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Tapping into a tumultuous life through dance, theatre, poetry

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Maybe it took someone who's both a poet and a therapist to get inside the heart and head of Elizabeth Smart.

Smart was the Canadian author of the acclaimed 1945 novel By Grand Central Station I Sat Down and Wept. The book, a prose-poetry classic, was based on Smart's obsessive love affair with the married British poet George Barker. It was banned in Canada, thanks to pressure applied by Smart's socially prominent Ottawa mother.

Smart, born into a privileged family in 1913, became a bohemian outsider who spent much of her life in England, daring to defy expectations for women of her era.

After falling in love with Barker by reading his poetry, she pursued him and embarked on a turbulent 20-year affair that produced four out-of-wedlock children in the 1940s.

"I will not give up belief in true love," Smart wrote, despite the fact that Barker was an egotistical cad, bisexual philanderer and heavy drinker who never paid child support and would lie to her that he was getting a divorce.

Jaik Josephson, 52, is both a therapist (a clinical social worker) and a published poet. For 24 years, he has also been the life partner of choreographer Brent Lott, 50, artistic director of Winnipeg's Contemporary Dancers (WCD).

Josephson and Lott are the co-creators of 97 Positions of the Heart, an innovative blend of poetry, dance and theatre that explores Smart's life from 1939 to '59 and "celebrates her intensely lived quest for self-actualization." The title is drawn from one of Smart's journals.

It is the season-ending production by WCD, May 10-13 at the Rachel Browne Theatre. It runs about 75 minutes without intermission.

The production has the blessing of two of Smart and Barker's sons, Christopher and Sebastian, who live in England. WCD will perform it on June 13 at the Canada Dance Festival at Ottawa's National Arts Centre, marking the first time the company has been invited to the festival in more than a decade.

The piece for six dancers who speak poetic text was performed in "first-draft" form at last summer's Winnipeg Fringe Theatre Festival under the title Bash on Regardless. It was extremely well received, earning five stars from the Free Press.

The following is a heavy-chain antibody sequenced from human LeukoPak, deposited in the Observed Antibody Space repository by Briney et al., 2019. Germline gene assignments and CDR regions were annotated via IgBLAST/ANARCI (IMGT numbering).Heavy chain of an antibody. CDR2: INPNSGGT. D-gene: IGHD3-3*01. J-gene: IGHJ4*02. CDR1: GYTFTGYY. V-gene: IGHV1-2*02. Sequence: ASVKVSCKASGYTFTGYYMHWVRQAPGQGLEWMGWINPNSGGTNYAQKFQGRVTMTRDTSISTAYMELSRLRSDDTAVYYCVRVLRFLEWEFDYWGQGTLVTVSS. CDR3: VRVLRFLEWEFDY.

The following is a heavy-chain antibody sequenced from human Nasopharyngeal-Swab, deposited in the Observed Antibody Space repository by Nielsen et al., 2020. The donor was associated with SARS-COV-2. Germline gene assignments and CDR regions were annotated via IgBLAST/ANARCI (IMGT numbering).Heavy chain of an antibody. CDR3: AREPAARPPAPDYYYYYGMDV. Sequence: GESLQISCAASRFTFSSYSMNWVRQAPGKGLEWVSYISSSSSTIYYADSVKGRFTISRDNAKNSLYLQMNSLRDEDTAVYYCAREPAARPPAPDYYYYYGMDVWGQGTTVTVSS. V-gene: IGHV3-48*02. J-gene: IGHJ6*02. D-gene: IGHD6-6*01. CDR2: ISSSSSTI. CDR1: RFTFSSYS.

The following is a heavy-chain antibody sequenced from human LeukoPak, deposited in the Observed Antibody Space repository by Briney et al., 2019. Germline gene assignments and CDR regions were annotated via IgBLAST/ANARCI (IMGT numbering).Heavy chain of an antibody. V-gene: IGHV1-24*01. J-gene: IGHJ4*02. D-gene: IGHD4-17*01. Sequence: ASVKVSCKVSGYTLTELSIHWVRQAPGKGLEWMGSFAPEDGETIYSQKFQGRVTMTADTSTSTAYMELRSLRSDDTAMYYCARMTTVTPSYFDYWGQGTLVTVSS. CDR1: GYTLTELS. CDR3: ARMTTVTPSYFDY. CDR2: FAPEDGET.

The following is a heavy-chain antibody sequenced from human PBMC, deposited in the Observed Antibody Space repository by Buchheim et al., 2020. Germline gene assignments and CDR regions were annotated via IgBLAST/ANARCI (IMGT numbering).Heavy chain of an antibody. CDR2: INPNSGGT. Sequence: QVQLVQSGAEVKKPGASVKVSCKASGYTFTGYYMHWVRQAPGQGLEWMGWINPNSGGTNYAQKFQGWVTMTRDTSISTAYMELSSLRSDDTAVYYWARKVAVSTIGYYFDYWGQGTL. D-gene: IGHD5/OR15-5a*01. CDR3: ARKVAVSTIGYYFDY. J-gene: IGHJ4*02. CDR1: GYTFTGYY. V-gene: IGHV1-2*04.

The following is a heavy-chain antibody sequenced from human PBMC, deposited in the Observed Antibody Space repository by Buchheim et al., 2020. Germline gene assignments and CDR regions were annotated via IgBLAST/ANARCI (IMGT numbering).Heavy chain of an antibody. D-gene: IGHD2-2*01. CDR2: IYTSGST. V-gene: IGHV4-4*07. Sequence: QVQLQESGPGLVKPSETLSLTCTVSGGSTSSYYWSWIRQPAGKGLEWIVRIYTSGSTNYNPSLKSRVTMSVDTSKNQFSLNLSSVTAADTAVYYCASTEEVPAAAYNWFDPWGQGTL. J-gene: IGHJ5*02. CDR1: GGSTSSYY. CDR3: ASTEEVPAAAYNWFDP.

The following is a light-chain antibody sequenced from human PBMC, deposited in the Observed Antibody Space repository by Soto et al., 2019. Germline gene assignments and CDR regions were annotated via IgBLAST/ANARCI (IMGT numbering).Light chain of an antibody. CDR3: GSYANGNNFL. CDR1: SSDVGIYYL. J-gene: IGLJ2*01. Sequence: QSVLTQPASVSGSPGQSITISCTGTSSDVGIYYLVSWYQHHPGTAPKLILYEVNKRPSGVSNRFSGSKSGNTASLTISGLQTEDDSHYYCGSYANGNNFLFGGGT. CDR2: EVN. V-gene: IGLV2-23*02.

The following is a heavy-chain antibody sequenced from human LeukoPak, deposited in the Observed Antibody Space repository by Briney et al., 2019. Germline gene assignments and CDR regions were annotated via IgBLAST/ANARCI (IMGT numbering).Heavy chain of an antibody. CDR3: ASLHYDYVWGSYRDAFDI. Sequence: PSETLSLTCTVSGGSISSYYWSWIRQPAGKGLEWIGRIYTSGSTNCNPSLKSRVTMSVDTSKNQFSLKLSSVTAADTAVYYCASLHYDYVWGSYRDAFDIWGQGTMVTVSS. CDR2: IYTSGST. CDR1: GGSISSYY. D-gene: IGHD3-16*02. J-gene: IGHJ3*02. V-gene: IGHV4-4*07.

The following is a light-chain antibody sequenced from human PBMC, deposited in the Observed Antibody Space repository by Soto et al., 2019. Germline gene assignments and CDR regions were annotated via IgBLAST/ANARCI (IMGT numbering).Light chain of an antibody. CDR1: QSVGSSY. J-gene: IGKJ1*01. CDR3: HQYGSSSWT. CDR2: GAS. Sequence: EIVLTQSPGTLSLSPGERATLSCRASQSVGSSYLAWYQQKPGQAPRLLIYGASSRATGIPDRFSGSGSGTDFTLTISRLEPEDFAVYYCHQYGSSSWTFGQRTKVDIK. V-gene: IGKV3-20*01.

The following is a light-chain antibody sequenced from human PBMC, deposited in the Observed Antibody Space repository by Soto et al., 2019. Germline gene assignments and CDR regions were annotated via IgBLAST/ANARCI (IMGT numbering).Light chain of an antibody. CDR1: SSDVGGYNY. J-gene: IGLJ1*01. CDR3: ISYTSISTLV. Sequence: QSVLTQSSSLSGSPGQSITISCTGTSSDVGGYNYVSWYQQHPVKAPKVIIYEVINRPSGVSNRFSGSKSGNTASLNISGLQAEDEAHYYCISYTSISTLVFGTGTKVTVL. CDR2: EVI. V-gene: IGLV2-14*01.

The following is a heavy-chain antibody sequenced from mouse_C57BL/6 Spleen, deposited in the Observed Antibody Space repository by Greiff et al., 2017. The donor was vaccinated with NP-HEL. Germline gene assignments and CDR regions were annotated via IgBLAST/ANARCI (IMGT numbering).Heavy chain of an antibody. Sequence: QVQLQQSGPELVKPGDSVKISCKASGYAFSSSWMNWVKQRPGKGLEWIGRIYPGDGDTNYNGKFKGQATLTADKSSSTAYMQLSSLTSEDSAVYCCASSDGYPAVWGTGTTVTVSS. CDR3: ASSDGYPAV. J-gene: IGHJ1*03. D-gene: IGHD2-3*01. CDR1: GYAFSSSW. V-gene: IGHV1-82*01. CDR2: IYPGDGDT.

That version had a temporary pastiche score. The finished one has a commissioned score by local composers Shirley Grierson and Tim Church.

Lott says about Smart's By Grand Central Station, "She was really trying to create a new (literary) form -- not a journal, not a diary, not really non-fiction or fiction, not really a novel or poetry. Somehow, it was a combination of all those things.

"What both attracted me and scared me was the possibility of pushing ourselves to put poems and theatre and dance together, in a way that becomes almost un-categorizable."

Josephson has added three new poems, partly to give the show a bit more biographical clarity. The poems have just been published as a $17 book, available at performances.

In creating the choreography, Lott says, he would spread Josephson's poems out on chairs in the studio and improvise to them. "Some of the rawest moments became the duets," he says, noting about Barker and Smart, "He gave her a black eye once. She went up to kiss him and bit through his upper lip."

The female dancers were initially appalled by the treatment Smart tolerated from Barker. Eventually, though, they came to appreciate that she was a complicated character who had to devour life on her own terms, the duo say.

There was a practical side to Smart that put bread on the table. She was a successful magazine editor and pre-Mad Men-era advertising copywriter.

After a 20-year sexual relationship, Smart and Barker were able to become friends and remained close until Smart's death in 1986.

Josephson first fell in love with Smart through the 1991 documentary Elizabeth Smart: On the Side of the Angels, then immersed himself in all her writings. He and Lott live near Beausejour and commute into Winnipeg together. For months, one would drive while the other read aloud from Smart.

"I'm really interested in human growth and resilience," the poet/therapist says. "It took a lot of courage for her to continue to work as a creative person and be a parent.... I think she used George as a stepping stone (to get) away from her controlling, abusive mother. But ultimately, her own liberation was letting George go."

"She really wasn't able to let her mother go, ever," Lott adds. "The mother was still a huge force in her life as an adult woman. There was this letter that her mother wrote right after (By Grand Central Station) was published, in which she said she had burned every copy of the book in Ottawa.

"Elizabeth actually carried this letter around with her for the rest of her life."

Dance Preview

97 Positions of the Heart

WCD, Rachel Browne Theatre

May 10-12 at 8 p.m.; May 13 at 3 p.m. (pay-what-you-can matinee)

Tickets $25 (students/seniors $20) at Ticketmaster or 452-0229

Republished from the Winnipeg Free Press print edition May 3, 2012 D5

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